Robert, Count of Burgundy

Robert, also known as Robert of Artois, (* 1300, † 1315) was a Count Palatine of Burgundy ( Franche -Comté ) out of the house Chalon, a tributary branch of the House of Burgundy - Ivrea.

Robert was the only son of the Count Palatine Otto IV of Burgundy and Countess Mathilde d'Artois. When his father's death in 1303 he was the rightful Count Palatine of Burgundy under the tutelage of his mother, from whom he had again to wait for the county of Artois as an inheritance. Robert died in 1315 and in the County Palatine followed his oldest sister Johanna II after, who inherited in 1329 from the mother and the Artois.

Robert is known primarily for its well-preserved grave with sun figure, which was created by the Flemish sculptor Jean Pépin de Huy. The reclining figure shows Robert as a young knight with the arms of the house Artois on his shield. This work is one of the masterpieces of the Franco-Flemish sculpture. Originally, the grave was in the Couvent des Cordelières in Paris, the reclining figure was placed at the beginning of the 19th century in the Musée des Monuments français. Later Roberts body as well as the reclining figure was transferred to the royal grave lay the abbey of Saint -Denis, where the grave can still be seen today.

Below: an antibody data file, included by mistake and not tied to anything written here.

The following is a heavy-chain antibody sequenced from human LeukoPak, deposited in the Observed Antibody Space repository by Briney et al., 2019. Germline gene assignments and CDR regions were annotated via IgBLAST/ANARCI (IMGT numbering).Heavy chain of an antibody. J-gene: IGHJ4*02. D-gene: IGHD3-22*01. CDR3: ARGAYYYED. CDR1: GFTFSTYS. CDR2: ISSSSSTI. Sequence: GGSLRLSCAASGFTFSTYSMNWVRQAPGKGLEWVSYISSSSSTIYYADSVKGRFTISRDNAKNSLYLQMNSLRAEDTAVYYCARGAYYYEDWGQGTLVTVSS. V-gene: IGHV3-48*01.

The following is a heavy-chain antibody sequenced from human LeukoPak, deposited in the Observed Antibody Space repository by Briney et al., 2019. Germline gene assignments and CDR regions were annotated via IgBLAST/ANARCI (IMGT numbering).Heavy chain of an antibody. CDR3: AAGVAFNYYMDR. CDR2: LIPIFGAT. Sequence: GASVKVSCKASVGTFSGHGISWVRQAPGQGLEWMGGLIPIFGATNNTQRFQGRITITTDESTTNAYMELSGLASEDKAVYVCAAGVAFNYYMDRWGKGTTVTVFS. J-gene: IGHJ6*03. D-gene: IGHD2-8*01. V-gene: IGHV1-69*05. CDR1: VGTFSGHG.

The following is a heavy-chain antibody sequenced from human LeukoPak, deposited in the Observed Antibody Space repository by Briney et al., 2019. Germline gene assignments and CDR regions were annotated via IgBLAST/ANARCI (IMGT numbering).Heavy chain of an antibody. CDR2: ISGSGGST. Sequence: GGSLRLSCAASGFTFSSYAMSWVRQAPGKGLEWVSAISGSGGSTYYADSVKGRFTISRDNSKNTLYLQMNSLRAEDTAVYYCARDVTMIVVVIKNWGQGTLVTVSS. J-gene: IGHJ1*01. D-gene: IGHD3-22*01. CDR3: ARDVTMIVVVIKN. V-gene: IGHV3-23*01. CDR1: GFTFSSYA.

Through his older sisters Johanna and Blanche Robert was related to the kings Philip V and Charles IV.

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